Weekend Box Office: FIFTY SHADES OF GREY Falls Short of Record with $81.7 Million

     February 15, 2015


The promise of a record-shattering debut for Fifty Shades of Grey has fallen a bit short. Instead of a $90 million weekend and $100 million four-day opening, the adaptation of E.L. James’ hotly-debated first novel has earned an estimated $81.7 million between Friday and Sunday. That’s still giant. In fact, it tops the 2008 launch of the first Twilight film. It just doesn’t clinch the all-time February record or the overall record for an R-rated debut. Fifty Shades will easily set a new benchmark for the President’s Day holiday, however, but that just doesn’t sound as impressive – or as hot – as many fans would have liked.

fifty-shades-of-grey-poster-dakota-johnsonIn the end, Fifty Shades of Grey wound up with the second-highest February debut of all-time, falling just short of the $83.8 million of The Passion of the Christ. It’s clear now that Mel Gibson’s 2003 epic is determined to hold that February record forever. Grey also locked down the fifth-highest R-rated debut in box office history, behind The Matrix Reloaded, American Sniper, The Hangover Part II and, again, The Passion. As for the the record Fifty Shades did break? The former President’s Day title belonged to Valentine’s Day, which earned $63.1 million over the four-day holiday frame in 2010.

How did Grey go from what looked like $90 million-plus yesterday to $81.7 million today? Universal is quick to point out that it never expected the film to reach $80 million. The ever-escalating projections (my own included) were the product of the film’s record-breaking online pre-sales and the reaction of James’ devoted fanbase to early screenings of the film. The calendar was also supposed to play a role. The nominally ‘romantic’ film was expected to draw couples in big numbers on Saturday, aka Valentine’s Day.

A majority of fan-driven content like Fifty Shades winds up being front-loaded at the box office, which means that big Friday grosses are followed by declining sales on Saturday and Sunday. Twilight is a good example of this phenomenon: in its first frame in 2008, the film’s box office dropped 40% from Friday to Saturday. The reason Fifty Shades looked like it could be an exception to the rule comes down to Valentine’s Day. The holiday only falls on a weekend a couple times each decade, so studios with date-night content on their schedules can clean up when the calendar aligns. In fact, the combination of a four-day holiday weekend and a Valentine’s Day Sunday helped push Valentine’s Day to its record opening in 2010.

But a holiday can only get you so far. Audiences gave Fifty Shades of Grey a fairly dismal C+ CinemaScore (male audiences gave it a C). Add to that the poor critical response to Grey (26% on Rotten Tomatoes) and the whole ‘Valentine’s Day bump’ was pretty-well neutralized. The movie fell 21% from Friday to Saturday. That’s not the dramatic drop that Twilight experienced, but it’s not the 27% uptick that Valentine’s Day realized on February 14th either.

All of this does nothing to diminish Fifty Shades of Grey‘s box office accomplishment. Far from it. Most films only dream of a $81 million opening – in any month. Grey also has its budget to take into consideration. The film cost just $40 million before marketing and has already brought in almost $240 million worldwide. Plus, after only three days, Fifty Shades of Grey is already the third-highest grossing domestic film of 2015. American Sniper opened at the end of 2014, which leaves only The SpongeBob Movie and Taken 3 with a higher overall totals.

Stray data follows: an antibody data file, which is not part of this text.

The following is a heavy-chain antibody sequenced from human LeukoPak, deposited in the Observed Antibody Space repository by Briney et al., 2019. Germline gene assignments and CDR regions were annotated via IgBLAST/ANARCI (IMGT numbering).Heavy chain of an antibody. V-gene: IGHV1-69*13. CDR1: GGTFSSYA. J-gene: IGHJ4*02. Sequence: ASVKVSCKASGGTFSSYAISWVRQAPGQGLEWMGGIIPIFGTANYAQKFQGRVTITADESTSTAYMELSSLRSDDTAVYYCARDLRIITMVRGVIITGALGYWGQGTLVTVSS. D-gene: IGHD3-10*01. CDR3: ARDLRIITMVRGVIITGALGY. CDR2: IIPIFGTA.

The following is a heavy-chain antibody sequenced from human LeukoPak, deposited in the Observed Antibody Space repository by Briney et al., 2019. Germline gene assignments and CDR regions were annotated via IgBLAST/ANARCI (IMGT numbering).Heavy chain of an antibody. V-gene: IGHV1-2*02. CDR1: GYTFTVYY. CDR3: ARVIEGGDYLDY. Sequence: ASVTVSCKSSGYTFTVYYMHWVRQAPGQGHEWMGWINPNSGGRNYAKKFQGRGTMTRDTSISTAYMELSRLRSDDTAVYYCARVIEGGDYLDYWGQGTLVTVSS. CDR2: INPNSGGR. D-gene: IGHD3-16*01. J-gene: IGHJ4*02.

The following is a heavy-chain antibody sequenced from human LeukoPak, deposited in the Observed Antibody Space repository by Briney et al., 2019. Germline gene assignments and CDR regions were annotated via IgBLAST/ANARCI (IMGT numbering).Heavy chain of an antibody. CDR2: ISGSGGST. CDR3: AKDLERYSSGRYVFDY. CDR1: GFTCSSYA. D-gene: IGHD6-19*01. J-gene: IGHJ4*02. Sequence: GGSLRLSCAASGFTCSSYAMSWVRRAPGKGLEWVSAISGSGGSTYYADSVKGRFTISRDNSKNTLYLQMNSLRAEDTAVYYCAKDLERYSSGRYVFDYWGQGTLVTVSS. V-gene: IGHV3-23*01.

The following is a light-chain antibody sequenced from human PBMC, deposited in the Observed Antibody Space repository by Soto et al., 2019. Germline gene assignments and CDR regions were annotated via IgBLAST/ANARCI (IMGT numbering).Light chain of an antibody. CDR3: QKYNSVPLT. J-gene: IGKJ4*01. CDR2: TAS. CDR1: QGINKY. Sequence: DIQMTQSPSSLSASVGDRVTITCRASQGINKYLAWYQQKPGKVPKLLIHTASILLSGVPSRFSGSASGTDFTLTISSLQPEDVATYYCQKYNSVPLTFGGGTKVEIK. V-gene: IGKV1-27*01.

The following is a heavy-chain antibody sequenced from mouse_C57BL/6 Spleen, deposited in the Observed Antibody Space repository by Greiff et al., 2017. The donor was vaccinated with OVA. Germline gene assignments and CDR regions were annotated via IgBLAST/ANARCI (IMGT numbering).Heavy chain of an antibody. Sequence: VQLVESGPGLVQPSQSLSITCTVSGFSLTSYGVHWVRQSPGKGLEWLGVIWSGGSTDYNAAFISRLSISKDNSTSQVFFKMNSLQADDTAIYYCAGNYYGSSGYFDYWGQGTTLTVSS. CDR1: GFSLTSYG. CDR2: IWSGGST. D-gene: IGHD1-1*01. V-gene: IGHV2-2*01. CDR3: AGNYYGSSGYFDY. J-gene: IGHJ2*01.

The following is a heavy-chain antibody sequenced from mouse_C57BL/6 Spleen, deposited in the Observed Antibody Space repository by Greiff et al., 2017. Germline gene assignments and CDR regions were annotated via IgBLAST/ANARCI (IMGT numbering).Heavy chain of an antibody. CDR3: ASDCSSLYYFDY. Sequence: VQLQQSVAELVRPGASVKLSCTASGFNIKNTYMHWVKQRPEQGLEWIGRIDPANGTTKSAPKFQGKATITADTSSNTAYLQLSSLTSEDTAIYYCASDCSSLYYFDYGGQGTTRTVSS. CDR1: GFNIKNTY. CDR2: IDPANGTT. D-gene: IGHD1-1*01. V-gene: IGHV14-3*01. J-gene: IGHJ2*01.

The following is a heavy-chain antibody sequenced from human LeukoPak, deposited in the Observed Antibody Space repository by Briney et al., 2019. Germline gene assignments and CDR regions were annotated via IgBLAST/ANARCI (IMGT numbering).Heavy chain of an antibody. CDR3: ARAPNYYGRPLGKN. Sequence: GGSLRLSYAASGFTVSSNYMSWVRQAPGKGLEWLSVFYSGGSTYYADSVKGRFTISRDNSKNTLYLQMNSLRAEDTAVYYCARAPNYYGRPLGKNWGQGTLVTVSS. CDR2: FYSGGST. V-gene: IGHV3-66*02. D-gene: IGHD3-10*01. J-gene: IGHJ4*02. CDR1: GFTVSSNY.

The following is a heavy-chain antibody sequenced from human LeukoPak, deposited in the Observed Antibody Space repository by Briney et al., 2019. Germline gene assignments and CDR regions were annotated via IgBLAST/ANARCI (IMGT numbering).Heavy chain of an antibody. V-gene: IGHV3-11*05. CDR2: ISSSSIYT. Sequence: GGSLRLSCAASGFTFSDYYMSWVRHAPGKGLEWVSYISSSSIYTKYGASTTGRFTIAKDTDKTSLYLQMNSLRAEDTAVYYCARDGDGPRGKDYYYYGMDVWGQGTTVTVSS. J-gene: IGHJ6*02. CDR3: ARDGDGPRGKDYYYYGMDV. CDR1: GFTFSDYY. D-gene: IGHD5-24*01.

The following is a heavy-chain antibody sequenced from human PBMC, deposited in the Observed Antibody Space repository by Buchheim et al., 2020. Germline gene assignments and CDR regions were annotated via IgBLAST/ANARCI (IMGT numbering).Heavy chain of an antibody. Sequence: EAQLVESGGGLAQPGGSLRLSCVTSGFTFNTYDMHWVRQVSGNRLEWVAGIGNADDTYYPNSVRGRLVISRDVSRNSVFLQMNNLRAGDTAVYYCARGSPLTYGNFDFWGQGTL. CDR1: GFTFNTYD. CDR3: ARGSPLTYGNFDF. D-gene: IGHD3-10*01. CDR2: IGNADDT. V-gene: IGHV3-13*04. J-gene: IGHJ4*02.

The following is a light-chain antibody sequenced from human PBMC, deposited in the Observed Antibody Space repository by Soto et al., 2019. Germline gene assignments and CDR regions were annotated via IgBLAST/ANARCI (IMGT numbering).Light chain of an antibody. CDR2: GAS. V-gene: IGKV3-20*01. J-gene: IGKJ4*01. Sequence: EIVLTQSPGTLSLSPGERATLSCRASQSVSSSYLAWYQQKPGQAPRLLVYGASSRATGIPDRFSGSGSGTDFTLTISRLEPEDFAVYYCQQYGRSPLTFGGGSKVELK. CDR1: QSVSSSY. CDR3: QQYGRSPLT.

kingsman-the-secret-service-colin-firth-mark-hamillThough the preceding six paragraphs seem to indicate differently, Fifty Shades of Grey was not the only new film in theatres this weekend. Nor was it the only R-rated title to exceed box office expectations. Kingsman: The Secret Service opened with an estimated $35.6 million from 3,204 locations. Not only does that beat the $25 million that was originally projected for the film’s debut, it also crushes the $19.8 million of 2008’s Kick-Ass. Like, Kingsman, Kick-Ass was directed by Matthew Vaughn and adapted from a comic book co-created by Mark Millar. Kingsman has garnered positive word of mouth (71% on Rotten Tomatoes; B+ CinemaScore) so it has a good shot at outliving its role as this weekend’s ‘mommy-porn’ counter-programmer.

The overall domestic box office total reached over $207 million this weekend, up 16% from the same frame in 2014. Next weekend promises to be a lot less dramatic, at least from a financial perspective. Three new films will hit theatres in wide release: Hot Tub Time Machine 2, McFarland, USA and CBS Films’ The DUFF. Unfortunately, all three titles combined will not come close to taking down Fifty Shades, which – barring a miracle – will remain North America’s number one film for a second weekend.

 Title Weekend Total
1.  Fifty Shades of Grey $81,700,000 $81.7
2.  Kingsman: The Secret Service $35,600,000 $35.6
3.  The SpongeBob Movie $30,540,000 $93.6
4.  American Sniper $16,435,000 $304.1
5.  Jupiter Ascending $9,430,000 $32.5
6.  Seventh Son $4,153,000 $13.4
7.  Paddington $4,105,000 $62.3
7.  The Imitation Game $3,545,000 $79.6
9.  The Wedding Ringer $3,400,000 $59.7
10.  Project Almanac $2,730,000 $19.5


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